With the CHA’s autobid hanging in the balance — again — attention returns to the games, where the Falcons match up against Wayne State. The Warriors (14-6-4, 7-9-4 CHA) racked up nonconference wins against Big Four opponents Providence, Clarkson, Bowling Green and Merrimack, then settled for a somewhat-disappointing fourth-place finish in the league, courtesy of a below-.500 CHA record.
The Warriors are looking for their fourth CHA tournament title, but just their second NCAA berth: the first two championships came in the era before the league was eligible for an autobid.
Matt Kelly has played the majority of minutes for Wayne State, compiling an impressive .923 save percentage. Air Force counters in net with Peter Foster and Ian Harper, who has relieved Foster in several games this season.
Sophomore Brandon Merkosky leads the Falcons in goals (13), assists (17), and therefore in points (30). Wayne State’s offense is keyed by Stavros Paskaris (11-20–31) and sniper Jason Bloomingburg (20-10–30).
RMU/Niagara vs. Alabama-Huntsville
Saturday, March 12, 3:35 p.m. CT
The Chargers were consistent all year, never losing more than two games in a row (and those against CCHA opponent Western Michigan), going 8-3-0 down the stretch in the league and ending up with a second-place finish, a 14-5-1 CHA record and a 17-9-4 overall mark while contending for the regular-season title right up to the last weekend.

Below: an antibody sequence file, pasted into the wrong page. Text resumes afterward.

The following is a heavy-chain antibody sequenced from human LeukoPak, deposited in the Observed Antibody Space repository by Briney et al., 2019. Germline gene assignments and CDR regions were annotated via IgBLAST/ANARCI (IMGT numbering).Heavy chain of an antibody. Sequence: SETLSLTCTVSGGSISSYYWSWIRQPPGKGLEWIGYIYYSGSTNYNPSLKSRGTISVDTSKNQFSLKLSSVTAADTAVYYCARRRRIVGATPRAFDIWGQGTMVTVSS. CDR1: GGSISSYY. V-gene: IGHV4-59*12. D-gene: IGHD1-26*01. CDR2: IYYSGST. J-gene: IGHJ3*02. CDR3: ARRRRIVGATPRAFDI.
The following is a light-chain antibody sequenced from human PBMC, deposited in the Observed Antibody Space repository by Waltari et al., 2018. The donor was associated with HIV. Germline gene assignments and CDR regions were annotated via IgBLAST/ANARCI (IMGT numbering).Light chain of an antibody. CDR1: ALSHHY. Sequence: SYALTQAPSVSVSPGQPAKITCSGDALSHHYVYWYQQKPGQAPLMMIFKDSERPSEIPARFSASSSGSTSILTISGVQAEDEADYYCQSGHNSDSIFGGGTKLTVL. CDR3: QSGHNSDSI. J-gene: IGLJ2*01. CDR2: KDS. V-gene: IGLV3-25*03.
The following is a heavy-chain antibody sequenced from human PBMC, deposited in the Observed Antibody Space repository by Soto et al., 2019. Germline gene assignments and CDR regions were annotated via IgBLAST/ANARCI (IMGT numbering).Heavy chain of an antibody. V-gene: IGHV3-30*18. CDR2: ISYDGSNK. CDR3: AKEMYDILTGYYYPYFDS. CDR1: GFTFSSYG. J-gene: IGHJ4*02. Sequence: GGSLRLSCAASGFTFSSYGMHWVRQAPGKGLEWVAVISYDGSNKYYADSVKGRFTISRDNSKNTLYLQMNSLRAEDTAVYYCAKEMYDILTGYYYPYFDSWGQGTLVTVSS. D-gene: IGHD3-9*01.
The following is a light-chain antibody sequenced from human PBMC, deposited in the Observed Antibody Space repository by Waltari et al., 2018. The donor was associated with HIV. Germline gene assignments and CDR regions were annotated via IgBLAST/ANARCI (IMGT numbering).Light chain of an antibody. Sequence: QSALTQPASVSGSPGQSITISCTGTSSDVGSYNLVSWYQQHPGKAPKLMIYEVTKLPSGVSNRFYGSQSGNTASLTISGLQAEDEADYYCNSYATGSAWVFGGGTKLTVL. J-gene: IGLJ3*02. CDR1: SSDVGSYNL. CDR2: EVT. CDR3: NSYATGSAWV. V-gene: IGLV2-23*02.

Of course, in the CHA second is very nearly as good as first, guaranteeing as it does a first-round bye and a rest day. UAH is familiar, of course, with both of its potential semifinal opponents — and familiar with winning against each. The Chargers dominated Robert Morris with four wins this season, and compiled a 3-1-0 mark against Niagara, the favorite to advance to meet UAH Saturday.
Jared Ross, last season’s co-Player of the Year and the preseason Player of the Year this time around, hasn’t disappointed despite slipping a bit from 2003-04’s phenomenal scoring pace. The senior leads the Chargers with 40 points (22-18), just a shade ahead of emergent teammate Bruce Mulherin’s 39. Mulherin leads UAH with 24 goals, good for a tie for fourth in the nation. (Ross is tied for eighth.)
In net, the Chargers get consistent contributions as well. Scott Munroe sports a record of 15-9-4 to go with his 2.31 goals against average and sparkling .929 save percentage, fourth in Division I. The result is the CHA’s top statistical offense (3.40 goals per game) and defense (2.46 goals against).